The linked post also mentions that this is being done to make Obama seem like he cares about cutting government spending. And that he’s been talking to “behavioral economists” who say that when it comes to large numbers like this, people generally are “insensitive to scope”. Which means that most of us are just too stupid to do the math and realize that Obama’s budget cuts are infinitesimal in relation to the bloated Federal budget.

Ah, Sweet Irony

It makes me giggle like a little school girl to read that since Bush left office the amount of people that believe that “global warming” is man-made has dropped significantly. In this post over at National Review Online’s Planet Gore, Lawrence Solomon postulates that people were only on the global-warming-is-man-made bandwagon because George Bush was against it. Now that Obama’s in office they don’t care anymore. While the answer can’t be that simple, it makes me happy. And isn’t that all that matters really? My happiness?

Magnificent Monday Quotes – Entertainment Edition

(From Curb Your Enthusiasm) –

Donald: You know what you are? You’re a self-loathing Jew.
Larry David: Hey, I may loathe myself, but it has nothing to do with the fact that I’m Jewish.

“You know you’re getting old when you get that one candle on the cake. It’s like, ‘See if you can blow this out.'” – Jerry Seinfeld

“Always carry a flagon of whiskey in case of snakebite and furthermore always carry a small snake.” – W. C. Fields

“Horse sense is the thing a horse has which keeps it from betting on people.” – W. C. Fields

(An ironic quote from Disney considering I just had to buy The Little Mermaid 15: Ariel’s Great-Great-Great Granddaughter Returns To The Sea Because Of Global Warming) –  “I do not like to repeat successes, I like to go on to other things.” – Walt Disney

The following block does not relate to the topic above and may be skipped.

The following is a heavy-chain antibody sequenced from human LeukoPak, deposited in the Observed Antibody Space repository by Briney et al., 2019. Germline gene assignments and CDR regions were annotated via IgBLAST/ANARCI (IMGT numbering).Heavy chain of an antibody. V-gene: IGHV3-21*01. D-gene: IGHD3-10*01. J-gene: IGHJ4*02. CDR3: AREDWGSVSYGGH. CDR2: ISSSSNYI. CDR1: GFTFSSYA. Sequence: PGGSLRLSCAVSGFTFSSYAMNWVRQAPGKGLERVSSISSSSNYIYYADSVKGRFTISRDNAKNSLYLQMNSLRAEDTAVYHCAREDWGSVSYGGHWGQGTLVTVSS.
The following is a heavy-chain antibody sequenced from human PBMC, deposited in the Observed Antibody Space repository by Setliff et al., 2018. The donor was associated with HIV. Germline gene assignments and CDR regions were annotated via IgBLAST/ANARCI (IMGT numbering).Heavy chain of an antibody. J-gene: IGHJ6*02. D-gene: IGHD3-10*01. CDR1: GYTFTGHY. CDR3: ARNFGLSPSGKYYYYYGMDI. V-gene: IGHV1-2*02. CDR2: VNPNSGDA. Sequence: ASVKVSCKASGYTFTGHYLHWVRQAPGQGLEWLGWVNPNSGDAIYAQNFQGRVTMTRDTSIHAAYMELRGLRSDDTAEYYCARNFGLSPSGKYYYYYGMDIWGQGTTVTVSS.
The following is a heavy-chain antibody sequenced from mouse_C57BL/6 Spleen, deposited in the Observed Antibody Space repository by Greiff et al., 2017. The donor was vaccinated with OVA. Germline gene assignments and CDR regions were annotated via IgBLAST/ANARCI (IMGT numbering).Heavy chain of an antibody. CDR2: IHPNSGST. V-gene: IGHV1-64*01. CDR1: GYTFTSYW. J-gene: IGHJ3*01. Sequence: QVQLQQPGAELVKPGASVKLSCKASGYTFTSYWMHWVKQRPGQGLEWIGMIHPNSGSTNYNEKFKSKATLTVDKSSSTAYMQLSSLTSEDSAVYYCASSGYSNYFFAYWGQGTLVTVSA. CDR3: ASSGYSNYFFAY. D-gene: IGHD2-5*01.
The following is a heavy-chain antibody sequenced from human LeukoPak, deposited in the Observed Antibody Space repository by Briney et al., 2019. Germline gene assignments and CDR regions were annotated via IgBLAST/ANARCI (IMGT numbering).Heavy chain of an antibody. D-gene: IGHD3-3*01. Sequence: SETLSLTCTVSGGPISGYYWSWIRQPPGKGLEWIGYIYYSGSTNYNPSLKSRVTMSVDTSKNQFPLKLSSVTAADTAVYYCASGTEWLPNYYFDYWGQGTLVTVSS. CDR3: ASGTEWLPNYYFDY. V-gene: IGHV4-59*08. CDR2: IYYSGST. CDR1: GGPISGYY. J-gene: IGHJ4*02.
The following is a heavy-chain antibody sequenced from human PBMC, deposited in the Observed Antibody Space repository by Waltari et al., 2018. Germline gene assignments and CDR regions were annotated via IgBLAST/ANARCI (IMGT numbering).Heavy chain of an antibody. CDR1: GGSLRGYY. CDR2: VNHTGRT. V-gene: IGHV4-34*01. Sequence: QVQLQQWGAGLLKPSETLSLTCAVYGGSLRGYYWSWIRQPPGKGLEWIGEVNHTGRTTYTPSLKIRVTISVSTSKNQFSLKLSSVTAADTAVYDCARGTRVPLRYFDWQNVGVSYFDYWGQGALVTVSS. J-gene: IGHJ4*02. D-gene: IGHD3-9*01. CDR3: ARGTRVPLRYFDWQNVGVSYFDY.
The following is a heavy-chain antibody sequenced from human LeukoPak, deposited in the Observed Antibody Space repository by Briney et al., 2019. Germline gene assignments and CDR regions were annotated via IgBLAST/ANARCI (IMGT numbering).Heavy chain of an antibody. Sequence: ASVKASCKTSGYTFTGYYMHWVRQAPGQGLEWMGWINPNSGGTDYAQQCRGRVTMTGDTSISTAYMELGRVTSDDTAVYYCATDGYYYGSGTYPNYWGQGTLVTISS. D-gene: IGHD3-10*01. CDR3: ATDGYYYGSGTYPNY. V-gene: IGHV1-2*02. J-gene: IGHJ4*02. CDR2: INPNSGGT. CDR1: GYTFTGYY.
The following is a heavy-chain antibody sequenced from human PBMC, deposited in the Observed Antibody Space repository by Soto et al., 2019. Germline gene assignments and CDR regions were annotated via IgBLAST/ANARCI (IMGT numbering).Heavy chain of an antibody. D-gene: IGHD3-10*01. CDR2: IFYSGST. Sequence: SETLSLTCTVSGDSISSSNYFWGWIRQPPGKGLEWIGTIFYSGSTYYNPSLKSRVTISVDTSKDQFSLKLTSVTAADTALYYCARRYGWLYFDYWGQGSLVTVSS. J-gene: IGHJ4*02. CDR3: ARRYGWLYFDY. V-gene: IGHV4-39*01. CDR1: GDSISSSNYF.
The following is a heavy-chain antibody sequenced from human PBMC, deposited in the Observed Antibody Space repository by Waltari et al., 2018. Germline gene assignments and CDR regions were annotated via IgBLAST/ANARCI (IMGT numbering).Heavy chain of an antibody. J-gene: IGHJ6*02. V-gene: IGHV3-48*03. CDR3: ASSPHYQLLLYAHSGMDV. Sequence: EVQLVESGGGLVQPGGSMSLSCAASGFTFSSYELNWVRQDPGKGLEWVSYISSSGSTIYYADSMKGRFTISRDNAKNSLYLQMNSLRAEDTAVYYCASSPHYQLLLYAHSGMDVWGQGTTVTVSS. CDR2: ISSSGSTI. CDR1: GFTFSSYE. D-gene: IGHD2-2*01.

“All the adversity I’ve had in my life, all my troubles and obstacles, have strengthened me… You may not realize it when it happens, but a kick in the teeth may be the best thing in the world for you.” – Walt Disney

“I believe entertainment can aspire to be art, and can become art, but if you set out to make art you’re an idiot.” – Steve Martin

“I’d be curious to find out, but I don’t think people in the entertainment industry are proportionally more or less serious politically than anyone in the landscaping industry.” – David Cross

“It’s important to remember that, first and foremost, if not only, this is entertainment. ‘The West Wing’ isn’t meant to be good for you.” – Aaron Sorkin

“Movies and television shows based on comic books constitute the worst single genre in the history of filmed entertainment (with the exception of porn).” – John Podhoretz

“Fill your hand, you son of a bitch!” – John Wayne as Rooster Cogburn in True Grit

“Life is tough, but it’s tougher when you’re stupid.” – John Wayne

“Women have the right to work wherever they want, as long as they have the dinner ready when you get home” – John Wayne

“If everything isn’t black and white, I say, ‘Why the hell not?'” – John Wayne

“It’s much easier, for example, to play a heroin addict and you’re withdrawing – you tear the ceiling off – that’s much easier than it is to come in and say, ‘Hello.’ Or, ‘I love you’. When you judge it in that way, the heavy isn’t as difficult.” – Jimmy Stewart

Let’s end this edition with some quotes from one of my favorite actors, Gary Cooper.

[February, 1942, accepting his Academy Award for Sergeant York (1941) from James Stewart] “It was Sergeant Alvin York who won this award. Because to the best of my ability, I tried to be Sergeant York. Shucks, I`ve been in the business 16 years and sometimes dreamed I might get one of these things. That`s all I can say … Funny, when I was dreaming I always made a good speech.” – Gary Cooper

“Nan Collins, my manager, came from Gary, Indiana and suggested I adopt that name. She felt it was more exciting than Frank. I figured I`d give it a try. Good thing she didn`t come from Poughkeepsie.” – Gary Cooper

[on turning down the role of Rhett Butler in Gone with the Wind] “Rhett Butler was one of the best roles ever offered in Hollywood and my screen character saw himself emerging from the film as a dashing-type fellow. But I said no. I didn`t see myself as quite that dashing, and later, when I saw Clark Gable play the role to perfection, I knew I was right.” – Gary Cooper

“Until I came along all the leading men were handsome, but luckily they wrote a lot of stories about the fellow next door.” – Gary Cooper